Sunday, September 24, 2006

A Twente Biking Tour

On Friday, I was fortunate enough to join other members of my philosophy department for their annual departmental outing. So, instead of going to work, we all met at the train station in Oldenzaal, which is a little town just northeast of Hengelo – about a ten minute train ride away. We walked to the middle of town to a bike rental store and we all picked out our fiets (bicycles) for a fietsrijdt through the countryside. On the way out of Oldenzaal, we passed by an enormous 13th century church and several quaint homes before encountering the steepest hills I have seen yet in this country (still very mild by Colorado standards).

Our group of about 15 philosophers toured through the Dutch country side, occasionally getting lost, but mostly just enjoying the scenery and discussions about hermeneutics or the philosophy of religion or some other obscure topic that we all enjoy thinking about. It was a great chance for me to get to know my colleagues better and to get to meet some people that work in our department on only a part-time basis whom I had not met yet. We biked along sun-dappled wooded lanes and through fields of corn and hay. The countryside was dotted with typical Dutch buildings and farm houses and black and white cows.

Our destination was Singraven, which is not a town, but rather an old manor that used to be owned by a long line of wealthy families. We ate lunch in a beautiful and slightly upscale restaurant that specializes in pancakes. I had a spekpannekoeken (bacon pancake), which was lekker.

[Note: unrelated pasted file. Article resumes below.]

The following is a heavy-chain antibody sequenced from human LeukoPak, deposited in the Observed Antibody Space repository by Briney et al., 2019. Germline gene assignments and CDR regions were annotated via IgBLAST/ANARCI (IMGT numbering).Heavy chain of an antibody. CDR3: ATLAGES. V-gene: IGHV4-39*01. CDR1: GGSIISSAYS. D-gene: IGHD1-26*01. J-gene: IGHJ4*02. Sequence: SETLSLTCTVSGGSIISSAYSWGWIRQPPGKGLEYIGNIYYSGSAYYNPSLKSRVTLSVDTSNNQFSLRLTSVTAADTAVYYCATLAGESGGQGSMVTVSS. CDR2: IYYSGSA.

The restaurant, however, was just the appetizer for the main course: the mill. After eating, we went next door to a saw and grain mill that dates from 1484. This pre-Columbian mill is still functional, and our department got a full tour from a strong and witty old Dutchman who showed us how the whole thing worked. He engaged the saw mill and cut through a giant log with five blades running in parallel to make wooden planks. He then engaged the grain mill and we actually got to taste the flour that sifted through to the bottom floor where it is collected and used locally – even in the restaurant that we ate at.

It was a real treat to visit such an old technological system with a bunch of philosophers of technology. I know for me that every time I see technological devices that predate the widespread use of fossil fuels (and even steel in this case), it really throws into sharp relief the kind of world we live in today and the kinds of artifacts and socio-technical systems that we take for granted.

We then toured the old mansion and learned all about the pottery and tapestries and stuff, which I thought got a bit tedious. After that, we biked back to Oldenzaal and caught a train back to Hengelo. There, we met up with other members of the department and some of their spouses (Amber did not go on the bike ride on account of a West Nile relapse, but she felt well enough to join us for dinner). The restaurant at the Hotel 'tLansink was quite ritzy and it was a real treat to have an upscale dining experience, even though neither Amber or I liked the food that the group had picked out (Mackerel tastes too fishy for us…but they did have a delicious apple pie for dessert). Amber then biked home and I got a ride from one of my fellow philosophers. All in all it was a priceless experience.

1 comment:

teresa said...

thanks for this interesting post, adam.
knowledge of the workings of this technolgy, as it continues to be used today, is a good thing to hold on to. who here knows how to build a sustainable, water-powered mill? (and how many of us MIGHT need that knowledge in 10-50 years when we run out of fossil fuels?)